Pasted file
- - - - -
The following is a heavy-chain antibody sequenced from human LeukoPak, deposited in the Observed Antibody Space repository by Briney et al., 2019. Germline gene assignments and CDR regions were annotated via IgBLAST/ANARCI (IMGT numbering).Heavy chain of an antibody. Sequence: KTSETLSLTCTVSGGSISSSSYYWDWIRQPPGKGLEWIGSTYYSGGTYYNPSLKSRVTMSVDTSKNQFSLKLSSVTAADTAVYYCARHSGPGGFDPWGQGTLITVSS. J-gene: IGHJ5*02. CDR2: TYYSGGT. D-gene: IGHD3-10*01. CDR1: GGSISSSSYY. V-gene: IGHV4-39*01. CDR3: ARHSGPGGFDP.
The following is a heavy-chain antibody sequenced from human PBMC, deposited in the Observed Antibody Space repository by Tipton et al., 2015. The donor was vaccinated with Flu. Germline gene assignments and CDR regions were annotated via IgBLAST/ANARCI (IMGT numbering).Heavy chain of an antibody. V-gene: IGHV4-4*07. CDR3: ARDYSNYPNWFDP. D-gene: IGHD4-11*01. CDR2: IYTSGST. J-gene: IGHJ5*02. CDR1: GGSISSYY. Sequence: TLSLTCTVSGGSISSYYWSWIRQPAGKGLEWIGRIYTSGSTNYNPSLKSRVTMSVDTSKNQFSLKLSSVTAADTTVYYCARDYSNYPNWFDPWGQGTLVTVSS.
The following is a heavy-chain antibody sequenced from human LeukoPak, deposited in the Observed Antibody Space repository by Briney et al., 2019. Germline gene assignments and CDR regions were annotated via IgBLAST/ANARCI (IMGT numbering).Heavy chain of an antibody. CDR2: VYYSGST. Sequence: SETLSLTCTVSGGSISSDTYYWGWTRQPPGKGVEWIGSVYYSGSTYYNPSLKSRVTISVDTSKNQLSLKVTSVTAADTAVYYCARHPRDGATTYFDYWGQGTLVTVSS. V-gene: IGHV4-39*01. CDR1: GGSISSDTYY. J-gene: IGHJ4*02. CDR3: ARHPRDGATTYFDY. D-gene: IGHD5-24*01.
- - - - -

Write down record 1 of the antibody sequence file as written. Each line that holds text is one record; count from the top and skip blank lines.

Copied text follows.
The following is a heavy-chain antibody sequenced from human LeukoPak, deposited in the Observed Antibody Space repository by Briney et al., 2019. Germline gene assignments and CDR regions were annotated via IgBLAST/ANARCI (IMGT numbering).Heavy chain of an antibody. Sequence: KTSETLSLTCTVSGGSISSSSYYWDWIRQPPGKGLEWIGSTYYSGGTYYNPSLKSRVTMSVDTSKNQFSLKLSSVTAADTAVYYCARHSGPGGFDPWGQGTLITVSS. J-gene: IGHJ5*02. CDR2: TYYSGGT. D-gene: IGHD3-10*01. CDR1: GGSISSSSYY. V-gene: IGHV4-39*01. CDR3: ARHSGPGGFDP.